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Research Papers

Modeling and Measurements of Heat/Mass Transfer in a Linear Turbine Cascade

[+] Author and Article Information
F. Papa, R. J. Goldstein

Heat Transfer Laboratory,
Department of Mechanical Engineering,
University of Minnesota,
111 Church Street SE,
Minneapolis, MN 55455

U. Madanan

Heat Transfer Laboratory,
Department of Mechanical Engineering,
University of Minnesota,
111 Church Street SE,
Minneapolis, MN 55455
e-mail: madan016@umn.edu

1Corresponding author.

Contributed by the International Gas Turbine Institute (IGTI) of ASME for publication in the JOURNAL OF TURBOMACHINERY. Manuscript received September 29, 2016; final manuscript received February 21, 2017; published online April 11, 2017. Assoc. Editor: David G. Bogard.

J. Turbomach 139(9), 091002 (Apr 11, 2017) (12 pages) Paper No: TURBO-16-1263; doi: 10.1115/1.4036106 History: Received September 29, 2016; Revised February 21, 2017

Measurements of the mass/heat transfer coefficients on the blade and end wall surfaces of a linear turbine cascade are compared to numerical predictions using the standard shear stress transport (SST) closure and the SST model in combination with the Reθγ transition model (SST-TRANS). Experiments were carried out in a wind tunnel test section composed of five large-scale turbine blades, using the naphthalene sublimation technique. Two cases were tested, with exit Reynolds number of 600,000 and inlet turbulence values of 0.2% and 4%, respectively. The main secondary flow features, consisting of the horseshoe vortex system, the passage vortex, and the corner vortices, are identified and their influence on heat/mass transfer is analyzed. Numerical simulations were carried out to match the conditions of the experiments. Results show that large improvements are obtained with the introduction of the Reθγ transition model. In particular, excellent agreement with the experiments is found, for the whole spanwise extension of the blade, on the pressure surface. On the suction surface, performance is very good in the highly three-dimensional region close to the end wall, but some weaknesses appear in predicting the location of transition in the two-dimensional region. On the end wall surface, the SST model in combination with the transition model produces satisfactory results, greatly improved compared to the standard SST model.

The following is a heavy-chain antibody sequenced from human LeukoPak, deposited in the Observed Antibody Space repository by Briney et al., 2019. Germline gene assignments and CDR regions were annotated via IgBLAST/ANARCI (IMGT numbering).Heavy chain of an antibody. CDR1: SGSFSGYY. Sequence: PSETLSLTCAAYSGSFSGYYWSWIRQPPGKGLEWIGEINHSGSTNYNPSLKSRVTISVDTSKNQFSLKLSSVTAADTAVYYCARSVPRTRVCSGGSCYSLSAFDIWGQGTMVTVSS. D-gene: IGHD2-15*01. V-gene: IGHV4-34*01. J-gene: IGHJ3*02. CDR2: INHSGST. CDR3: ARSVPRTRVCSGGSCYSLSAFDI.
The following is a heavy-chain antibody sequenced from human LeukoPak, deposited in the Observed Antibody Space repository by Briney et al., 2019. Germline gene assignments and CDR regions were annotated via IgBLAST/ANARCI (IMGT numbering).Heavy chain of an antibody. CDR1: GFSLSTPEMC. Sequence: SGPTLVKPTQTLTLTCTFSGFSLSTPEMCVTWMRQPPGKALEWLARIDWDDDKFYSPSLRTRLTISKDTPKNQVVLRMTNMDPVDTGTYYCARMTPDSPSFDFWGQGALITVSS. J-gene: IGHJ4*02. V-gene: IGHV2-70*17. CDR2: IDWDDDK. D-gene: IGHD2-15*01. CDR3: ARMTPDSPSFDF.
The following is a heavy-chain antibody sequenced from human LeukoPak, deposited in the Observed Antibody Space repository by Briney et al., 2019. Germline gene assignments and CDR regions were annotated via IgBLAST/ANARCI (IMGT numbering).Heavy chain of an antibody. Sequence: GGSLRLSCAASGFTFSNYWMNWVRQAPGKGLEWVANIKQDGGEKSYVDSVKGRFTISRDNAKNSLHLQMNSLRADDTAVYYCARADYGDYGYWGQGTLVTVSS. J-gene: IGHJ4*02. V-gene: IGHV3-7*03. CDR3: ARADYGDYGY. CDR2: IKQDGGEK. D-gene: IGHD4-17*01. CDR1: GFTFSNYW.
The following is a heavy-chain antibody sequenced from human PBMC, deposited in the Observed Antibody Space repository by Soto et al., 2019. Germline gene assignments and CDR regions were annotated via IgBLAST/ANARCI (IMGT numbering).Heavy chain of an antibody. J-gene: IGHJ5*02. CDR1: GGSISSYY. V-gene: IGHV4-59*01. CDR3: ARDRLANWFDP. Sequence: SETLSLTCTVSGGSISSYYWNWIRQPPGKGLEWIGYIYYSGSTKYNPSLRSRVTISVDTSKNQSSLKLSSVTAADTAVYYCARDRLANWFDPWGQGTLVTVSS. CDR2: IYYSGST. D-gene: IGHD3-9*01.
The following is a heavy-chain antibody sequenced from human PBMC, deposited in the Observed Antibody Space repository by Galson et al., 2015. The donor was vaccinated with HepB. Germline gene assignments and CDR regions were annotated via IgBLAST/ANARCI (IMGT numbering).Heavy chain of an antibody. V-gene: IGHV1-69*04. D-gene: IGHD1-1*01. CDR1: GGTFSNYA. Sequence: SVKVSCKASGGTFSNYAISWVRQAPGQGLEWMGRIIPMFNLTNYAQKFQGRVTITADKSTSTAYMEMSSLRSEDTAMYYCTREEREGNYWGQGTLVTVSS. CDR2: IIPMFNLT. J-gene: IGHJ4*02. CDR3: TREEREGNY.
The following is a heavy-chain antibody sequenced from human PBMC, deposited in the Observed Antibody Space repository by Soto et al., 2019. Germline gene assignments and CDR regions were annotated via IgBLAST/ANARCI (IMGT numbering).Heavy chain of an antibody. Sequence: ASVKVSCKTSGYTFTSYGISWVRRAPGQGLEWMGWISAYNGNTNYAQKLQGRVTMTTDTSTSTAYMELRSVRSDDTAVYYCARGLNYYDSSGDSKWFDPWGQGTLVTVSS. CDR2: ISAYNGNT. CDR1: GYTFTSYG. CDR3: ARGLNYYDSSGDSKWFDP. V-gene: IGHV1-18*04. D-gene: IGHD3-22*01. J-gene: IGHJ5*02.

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Figures

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Fig. 1

Secondary flows in a turbine blade passage [17]

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Fig. 2

Schematic diagram of the test section

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Fig. 3

Computational domain and mesh: (a) computational domain in the numerical simulations, (b) mesh detail in the blade end wall region, and (c) pressure boundary conditions shown on x–y plane

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Fig. 4

Secondary flows in the blade passage, predicted by the SST–TRANS model for Tu = 0.2%

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Fig. 5

Sherwood number contour on the blade suction surface at Tu = 0.2%: (a) experiment and (b) SST–TRANS simulation

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Fig. 6

Sherwood number lineplots on blade suction surface at Tu = 0.2%

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Fig. 7

Sherwood number contour on the blade pressure surface at Tu = 0.2%: (a) experiment and (b) SST–TRANS simulation

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Fig. 8

Sherwood number lineplots on blade pressure surface at Tu = 0.2%

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Fig. 10

Sherwood number lineplots on end wall surface at Tu = 0.2%

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Fig. 9

Sherwood number contour on end wall surface at Tu = 0.2%: (a) experiment and (b) SST–TRANS simulation

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Fig. 11

Sherwood number contour on the blade suction surface at Tu = 4%: (a) experiment and (b) SST–TRANS simulation

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Fig. 12

Sherwood number lineplots on blade suction surface at Tu = 4%

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Fig. 13

Sherwood number contour on the blade pressure surface at Tu = 4%: (a) experiment and (b) SST–TRANS simulation

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Fig. 14

Sherwood number lineplots on blade pressure side at Tu = 4%

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Fig. 15

Sherwood number contour on end wall surface at Tu = 4%: (a) experiment and (b) SST–TRANS simulation

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Fig. 16

Sherwood number lineplots on end wall surface at Tu = 4%

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